While the chief secretary put forth this note in her report as an act of transparency by the minister, she ignored another note by Dharamsot in another file on 9 February 2018 in which he explicitly asked that files for the sanctioning of Rs 115 crore (released by the Government of India under the scheme) to colleges be “shown” to him. 

Saroj had in his report referred to this note of Dharamsot, saying he showed personal interest in files sanctioning payments to colleges.

The copy of the note by minister Dharamsot

From April 2019 until September 2019, Dharamsot sanctioned over Rs 100 crore to more than 500 colleges under his signatures, Saroj said in his report.

In some cases, the movement of these files was without proper diary numbers, pointing to the possibility of these files having been carried by hand to him. In some cases, the minister also signed on split files (smaller units of main files), said Saroj’s report.

The chief secretary also flagged this in her report, but added all such files were moved through proper channels.

“In my discussion with the committee of officers, I had specifically asked them if any instance of an inappropriate order emanating from the minister on any bypassing of the ACS (additional chief secretary) was seen on the files. The committee confirmed that there were no sanction orders or other approvals directly given by the minister. The files seen by the (probe) committee were sent to the minister through proper channels i.e. from the directorate and through the ACS,” said Mahajan in her report.

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‘Minister was misled’

Mahajan stated in her report that clear instances of misrepresentation of facts to the minister have been discovered. 

“There have been cases with clear misrepresentation on files, where it has been stated explicitly that the amounts due are as per government directions and have been checked by the concerned finance wing/officers of the department.” 

She added: “After the file has moved through proper channels and been examined at various levels, including the fact that claims of the amount having being vetted have been made on file, it would be amenable to logic that the directorate has done the due diligence required by putting up the file and what has been represented is trusted to be correct. In fact, it would amount to a criminal breach of trust and fraud in case this was not the correct position.” 

Her report, however, doesn’t say anything on who was responsible for the misrepresentation of facts to the minister, leading him to sign on files he shouldn’t have. 

‘Difference of opinion’

The chief secretary’s report also remained silent about Saroj’s allegations of Gill’s proximity to the minister. 

Indicting Gill in his report, Saroj had pointed out that the minister had hand-picked him to look after the work of the scholarship scheme, despite the fact that delegation of work to deputy directors is the job of the director and not the minister.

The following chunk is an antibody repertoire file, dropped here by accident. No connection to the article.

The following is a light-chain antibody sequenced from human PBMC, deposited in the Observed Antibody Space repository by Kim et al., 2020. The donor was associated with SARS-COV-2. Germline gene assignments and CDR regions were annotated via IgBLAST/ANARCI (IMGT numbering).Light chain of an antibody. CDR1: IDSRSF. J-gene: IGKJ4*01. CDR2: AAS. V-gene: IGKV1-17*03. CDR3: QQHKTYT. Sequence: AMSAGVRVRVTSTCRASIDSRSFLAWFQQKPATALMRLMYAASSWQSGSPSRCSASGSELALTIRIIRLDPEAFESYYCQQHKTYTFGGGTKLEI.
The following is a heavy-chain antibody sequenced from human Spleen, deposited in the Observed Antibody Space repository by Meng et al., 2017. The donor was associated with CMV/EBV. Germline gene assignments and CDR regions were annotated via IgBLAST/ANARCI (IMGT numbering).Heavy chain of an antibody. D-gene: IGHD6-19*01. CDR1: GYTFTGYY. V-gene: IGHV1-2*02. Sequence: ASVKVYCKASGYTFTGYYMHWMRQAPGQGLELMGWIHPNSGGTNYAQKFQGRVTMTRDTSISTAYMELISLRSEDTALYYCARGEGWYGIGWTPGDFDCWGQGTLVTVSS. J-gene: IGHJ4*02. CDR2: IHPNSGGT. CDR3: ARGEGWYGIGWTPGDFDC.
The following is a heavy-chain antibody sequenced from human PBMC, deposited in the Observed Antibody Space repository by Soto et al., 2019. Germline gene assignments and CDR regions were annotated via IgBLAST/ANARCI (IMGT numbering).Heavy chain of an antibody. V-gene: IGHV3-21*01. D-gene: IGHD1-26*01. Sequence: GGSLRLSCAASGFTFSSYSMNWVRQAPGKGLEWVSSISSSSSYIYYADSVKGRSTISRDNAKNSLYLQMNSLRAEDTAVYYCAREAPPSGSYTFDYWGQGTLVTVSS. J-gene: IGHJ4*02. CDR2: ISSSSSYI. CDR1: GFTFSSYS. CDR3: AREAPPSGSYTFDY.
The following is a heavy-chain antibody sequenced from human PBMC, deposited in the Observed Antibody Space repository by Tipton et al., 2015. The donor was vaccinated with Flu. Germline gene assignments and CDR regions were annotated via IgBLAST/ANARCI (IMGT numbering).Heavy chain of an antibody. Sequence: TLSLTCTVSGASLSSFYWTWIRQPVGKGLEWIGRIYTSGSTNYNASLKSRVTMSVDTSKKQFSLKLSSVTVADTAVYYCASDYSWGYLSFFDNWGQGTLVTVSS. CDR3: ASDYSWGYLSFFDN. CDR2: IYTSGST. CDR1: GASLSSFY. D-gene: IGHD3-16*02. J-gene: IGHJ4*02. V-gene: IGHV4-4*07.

The chief secretary in her report, however, explained this as a “difference of opinion” between the minister and Saroj over delegation of work… “indicating a deeper rift and existence of different groups working at odds in the department”. 

Therefore, she added, “this difference between the two cannot be inferred to mean malafide or wrongful interference by the minister”.

Saroj had also alleged that Gill was briefing the minister about the scheme directly, carrying files physically to him and getting sanctions approved.

The chief secretary’s report has nothing to say on such deviations from normal administrative practices.

Criminal actions ‘ignored’

Sources in the social welfare department told ThePrint that when the three-member committee was conducting its probe, they were given crucial documents that substantiated Saroj’s allegations, but they chose to “ignore” them.

When the committee was handed over the documents pertaining to the scam, a cover letter was also provided that gave a blow-by-blow account of how the entire scam was unearthed, the role of the officers concerned and the minister, and the manner in which money was disbursed to certain colleges. 

Below are the images of the cover letter accessed by ThePrint.

The probe committee, however, point-blank refused to take the cover letter on record, a source said.

On 29 August 2019, some files pertaining to payments to some colleges were brought to Saroj by Gill for approval, saying Dharamsot had asked for it. This was stated by Saroj in his August report.

Saroj then pointed out that such files regarding payments should not be sent to him or to the minister, and should be dealt with at the level of the director. Saroj then wrote a note on two of the files stating what he told Gill and this note became the starting point of his inquiry, his report said.

However, the note went missing from the files. The note is now available in the duplicate copies of the files.

Below are the images of duplicate copies of the file and the note by Saroj.

The chief secretary’s report also acknowledged that these notes went missing, but it added that “it could not be ascertained as to who was responsible for the same”.

‘Illegal’ sanction of Rs 17 crore ignored